If Robert Abela can’t apologise over such a small thing, would he see his error in much bigger ones?- Manuel Delia

It was a facetious excuse to avoid punishing a colleague. But then commissioner George Hyzler patiently wrote guidelines so that ministers would avoid accidentally dropping their hands in the till. The guidelines were published in August of 2021 and included the enlightening tip that “the message communicated by a government advertisement should be of sufficient relevance to justify the public funds spent on it”. You’d expect they’d know that without needing to be told. But they were told.

Abela – who blames his staff because he said he never saw the advert until after the new commissioner told him he’s looking into it – refused to acknowledge the offending video was in breach of ethics. And when commissioner Joseph Azzopardi suggested the matter is closed with an apology, Abela refused.

This is when the matter becomes far more important. An €800 slip-up is not the end of the world or a resignation matter, especially if Abela was prepared to blame a staffer, as he did in any case. The refusal to apologise for a self-evident error and breach of rules, however, is profoundly worrying. It shows that Abela believes himself to be above all error. If he can’t apologise over such a small thing, would he see his error in much bigger ones?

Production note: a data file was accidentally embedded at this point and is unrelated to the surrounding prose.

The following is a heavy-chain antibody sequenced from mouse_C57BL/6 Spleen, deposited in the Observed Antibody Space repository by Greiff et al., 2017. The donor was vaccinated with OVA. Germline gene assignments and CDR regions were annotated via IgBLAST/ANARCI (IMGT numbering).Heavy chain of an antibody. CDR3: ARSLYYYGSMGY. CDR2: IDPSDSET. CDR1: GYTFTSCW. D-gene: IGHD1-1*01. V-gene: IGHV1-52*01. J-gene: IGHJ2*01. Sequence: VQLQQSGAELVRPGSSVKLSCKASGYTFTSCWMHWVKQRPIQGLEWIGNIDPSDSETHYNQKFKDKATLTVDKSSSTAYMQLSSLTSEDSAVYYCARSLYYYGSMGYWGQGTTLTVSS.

His inability to accept he made an eminently pardonable mistake does not show supreme self-confidence. It betrays a toxic vulnerability, a tremendous insecurity that he cannot trust himself to manage.

It is supremely ironic, and, perhaps, not accidental that, in the same week, he used the word apology when addressing again the issue of Rosianne Cutajar’s return to the Labour Party. He said she should apologise “genuinely” before being allowed back. Which is strange because, weeks ago, he said she had paid enough and he was ready to welcome her.

The whole routine looks like a mise-en-scène. Behind the scenes, Cutajar likely already accepted to fudge some meaningless expression of regret slightly tighter than words she already used straight out of the job-interview answer to the question what your biggest weakness is. In her case, it’s being too honest, apparently.

There will be no admission that she embezzled public funds, nor that she accepted bribes to speak in parliament in the interests of her secret lover. Such admission would amount to self-incrimination and she would make it to court quicker than she would make it to government.

It remains fascinating, however, that, in Cutajar’s case, Abela presents an apology, however hollow, as a baptism that washes away all sins, including serious crimes way graver than vanilla ethical breaches. That’s in the same week he choked on an invitation to express regret over his minor misdemeanour. For someone with much to hide, sorry is truly the hardest word.